I’m sure this isn’t something I need to tell you, but I’m going to go ahead and say it anyway: Every writer does things differently. Not just in regards to style or ideas, either. The actual act of writing a story is different for each of us. We focus on different aspects of the story at different times, and we each struggle with different elements.
Personally, I love hearing how other writers draft their stories. There’s always something to learn from that, don’t you think? So I thought, to return the favour, that today I would tell you a little bit about how my stories come together.
In particular, let’s quickly talk about some of the ways in which my first drafts are different from my later drafts.
Like most writers, my first drafts are nowhere near complete. They’re a place for me to get the basics of my story down, along with some details that, if I’m being honest, are likely to change along the way.
I use writing the first draft as an opportunity to connect ideas. I focus on the elements that strike me most strongly: the plot and a good chunk of character development. You see, when I’m developing an idea–when I’m taking it from a what-if to a full-out this is what would happen–those are the elements I can see most clearly.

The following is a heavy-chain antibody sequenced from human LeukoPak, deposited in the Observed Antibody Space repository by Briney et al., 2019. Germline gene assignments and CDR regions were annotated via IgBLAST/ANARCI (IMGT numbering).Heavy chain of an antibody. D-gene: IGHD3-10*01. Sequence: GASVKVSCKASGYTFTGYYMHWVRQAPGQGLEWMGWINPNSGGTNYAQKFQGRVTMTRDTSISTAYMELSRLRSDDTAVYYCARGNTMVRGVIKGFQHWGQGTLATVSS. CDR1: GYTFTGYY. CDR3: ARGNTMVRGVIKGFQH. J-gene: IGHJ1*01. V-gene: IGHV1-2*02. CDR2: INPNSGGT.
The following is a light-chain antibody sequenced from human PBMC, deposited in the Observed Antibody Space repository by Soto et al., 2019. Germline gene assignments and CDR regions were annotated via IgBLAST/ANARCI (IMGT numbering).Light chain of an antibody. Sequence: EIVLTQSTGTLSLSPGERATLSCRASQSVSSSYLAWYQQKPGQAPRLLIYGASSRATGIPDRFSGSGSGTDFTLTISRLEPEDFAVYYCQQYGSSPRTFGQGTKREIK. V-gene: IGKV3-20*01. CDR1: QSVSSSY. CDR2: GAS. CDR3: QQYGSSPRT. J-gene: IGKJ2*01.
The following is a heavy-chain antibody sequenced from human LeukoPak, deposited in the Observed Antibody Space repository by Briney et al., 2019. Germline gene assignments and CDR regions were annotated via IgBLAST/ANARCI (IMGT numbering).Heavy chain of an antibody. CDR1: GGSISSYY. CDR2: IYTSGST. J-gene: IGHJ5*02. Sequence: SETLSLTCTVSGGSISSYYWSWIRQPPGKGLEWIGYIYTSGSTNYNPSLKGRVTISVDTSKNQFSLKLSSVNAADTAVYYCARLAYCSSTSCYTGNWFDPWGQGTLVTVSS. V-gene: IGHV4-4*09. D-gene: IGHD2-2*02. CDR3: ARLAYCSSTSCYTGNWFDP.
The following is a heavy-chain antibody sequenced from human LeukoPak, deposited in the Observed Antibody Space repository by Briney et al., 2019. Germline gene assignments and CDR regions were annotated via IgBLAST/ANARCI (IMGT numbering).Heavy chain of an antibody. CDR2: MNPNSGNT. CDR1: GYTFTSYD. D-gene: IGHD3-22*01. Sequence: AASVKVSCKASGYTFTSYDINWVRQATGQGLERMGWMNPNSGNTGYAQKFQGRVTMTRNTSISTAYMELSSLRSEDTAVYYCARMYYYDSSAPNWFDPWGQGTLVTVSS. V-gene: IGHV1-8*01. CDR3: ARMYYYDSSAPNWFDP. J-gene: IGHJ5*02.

That’s not necessarily the case for all writers. For some, the setting plays a bigger role, or the time period their story is set in. While pieces of those elements sometimes play into my what-ifs, they don’t often affect them the way plot and character do.
That said, I don’t ignore those other elements entirely. I do incorporate bits of them in my first drafts, but the references tend to be fairly small and relatively rare. It’s in my later drafts that I colour the setting, that I describe how my characters look and behave, and that I iron out the timeline. And it’s in my later drafts that I adhere to that oft-heard phrase “Show, don’t tell.”
Plus, of course, there are line edits. While I fix these as I find them, I make them a particular focus once I reach my fourth (ish) round of revisions. It’s generally at that point that I’m pretty happy with the manuscript overall, and when I’m hoping smaller edits are all that are needed.
So, there’s a short overview of the biggest differences between my first drafts and my later drafts. To my fellow writers out there: what are yours? Do we have any in common, or is your process fairly different from mine? Either way, I’d love to hear about it.
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